The readout circuit 50 described above provides four-quadrant compatibility for a multi-element detector array. However, it does not take full advantage of the improved angle measurement resolution that is possible with a multi-element array.

FIG. 6 is a simplified schematic of a detector array 40 designed in accordance with an illustrative embodiment of the present invention, showing an example scenario in which energy from a laser spot 62 falls on a few detector elements 42 in one quadrant of the array 40. If the four-quadrant compatible output signals from the readout circuit described above are used to process the array 40, the guidance processing system only knows that the laser spot is in one particular quadrant. By processing the array 40 using each individual detector element output separately instead of summing into four quadrants, the processing system can determine exactly where in the quadrant the laser spot is, thereby improving the angle measurement accuracy that can be achieved. In addition, four-quadrant systems typically find the exact location of the laser spot by centering the received energy between the four quadrants. Processing the individual detector element outputs allows the processor to determine the exact location of the laser spot in the field of view without centering. This capability can be particularly useful for laser spot trackers that are used in body-fixed missile guidance and in applications other than missile guidance.

FIGS. 7 a-7 c show three examples of determining the location of a laser spot in accordance with the teachings of the present invention. In FIG. 7 a, four detector elements each receive about 25% of the spot signal, indicating that the spot is centered between the four elements. In FIG. 7 b, two detector elements each receive 30% of the spot signal, indicating that the spot is centered between the two detector elements. In FIG. 7 c, one detector element receives 33% of the spot signal, indicating that the spot is centered on a single detector.

FIG. 8 is a simplified schematic of a readout circuit 70 for generating a serial output including signals from each individual detector element of a multi-element array designed in accordance with an illustrative embodiment of the present invention. As in the four-quadrant compatible readout circuit 50, the individual readout circuit 70 includes a preamplifier 52 and following thresholding circuit 56 coupled to each detector element 42. Again, the thresholding circuits 56 are adapted to eliminate noise from each detector channel, but instead of summing over each quadrant, this readout circuit 70 is adapted to output the signals from each channel individually.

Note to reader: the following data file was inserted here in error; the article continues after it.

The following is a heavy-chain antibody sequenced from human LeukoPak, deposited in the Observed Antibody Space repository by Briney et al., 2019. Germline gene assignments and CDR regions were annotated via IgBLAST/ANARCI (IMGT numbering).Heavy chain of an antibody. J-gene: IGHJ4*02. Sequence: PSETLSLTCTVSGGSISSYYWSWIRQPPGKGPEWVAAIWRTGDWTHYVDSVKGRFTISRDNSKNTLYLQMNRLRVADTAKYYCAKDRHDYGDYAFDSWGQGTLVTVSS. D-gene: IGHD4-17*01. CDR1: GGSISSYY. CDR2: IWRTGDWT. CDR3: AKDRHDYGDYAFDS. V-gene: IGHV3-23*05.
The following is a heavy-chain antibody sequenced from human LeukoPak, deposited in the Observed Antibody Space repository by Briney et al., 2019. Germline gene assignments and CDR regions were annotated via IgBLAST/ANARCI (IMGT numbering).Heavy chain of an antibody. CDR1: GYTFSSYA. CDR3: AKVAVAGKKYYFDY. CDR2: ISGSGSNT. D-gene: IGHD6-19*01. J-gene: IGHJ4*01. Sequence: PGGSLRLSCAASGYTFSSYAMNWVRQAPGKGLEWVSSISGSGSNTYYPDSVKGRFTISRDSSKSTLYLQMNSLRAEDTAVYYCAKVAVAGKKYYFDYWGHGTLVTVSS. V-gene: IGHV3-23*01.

The readout circuit 70 may simply output all of the detector signals in parallel. However, this may not be practical for an array 40 with a large number of detector elements 42. In the illustrative embodiment of FIG. 8, the readout circuit 70 is adapted to read out the individual signals serially in a single serial output.

The readout circuit 70 may also include a recording circuit 72 coupled to each thresholding circuit 56 that records the time of arrival of a received signal as well as the amplitude of the signal. The laser designator of a guidance system typically transmits a modulated pulse train that is encoded so that the guidance system can identify the laser spot it is trying to track. The guidance system therefore typically needs to know the timing of the received pulses. When the detector signals are output in parallel, the guidance processing system can determine the timing of the pulses based on the time when the detectors receive and output signals. When the detector signals are output serially, however, the guidance processor is unable to determine when a signal was detected unless timing information is sent along with the detector signals. Hence, in the illustrative embodiment, the readout circuit 70 includes recording circuits 72 that record timing and amplitude information, both of which are multiplexed into the serial output signal.

As shown in FIG. 8, the output of each thresholding circuit 56 is input to a recording circuit 72. In the illustrative embodiment, the recording circuit 72 includes one or more sample and hold circuits that record the time of arrival (by sampling a time ramp signal) and amplitude of any threshold exceedance that occurs during an interval. The recorded values of each recording circuit 72 are input to a multiplexer (MUX) 74 at the end of each interval. The multiplexer 74 receives the recorded signals from each detector channel and outputs them sequentially, generating a single serial output that includes signals from all the detector elements. The serial output can then be used by the guidance processor to accurately determine the location of the laser spot.

In the illustrative embodiment of FIG. 8, all of the elements of the detector array (256 elements in the illustrative embodiment) are multiplexed into one serial output. Other configurations can also be used without departing from the scope of the present teachings. For example, the readout circuit may include four multiplexers, one for each subset of detectors, with each multiplexer generating a serial output that includes one fourth of the detector elements (e.g., detectors 1-64 by the first multiplexer, detectors 65-128 by the second multiplexer, detectors 129-192 by the third, and detectors 193-256 by the fourth). The number of multiplexers (and therefore the number of serial outputs) is a design parameter that can be changed depending on the application.

In a preferred embodiment, the readout circuit provides two output formats: a four-quadrant signal compatible with existing laser guidance applications and also a serial output of the individual detector elements. FIG. 9 is a simplified block diagram of a readout circuit 80 with two output formats designed in accordance with an illustrative embodiment of the present invention. This readout circuit 80 combines the circuits shown in FIGS. 5 b and 8.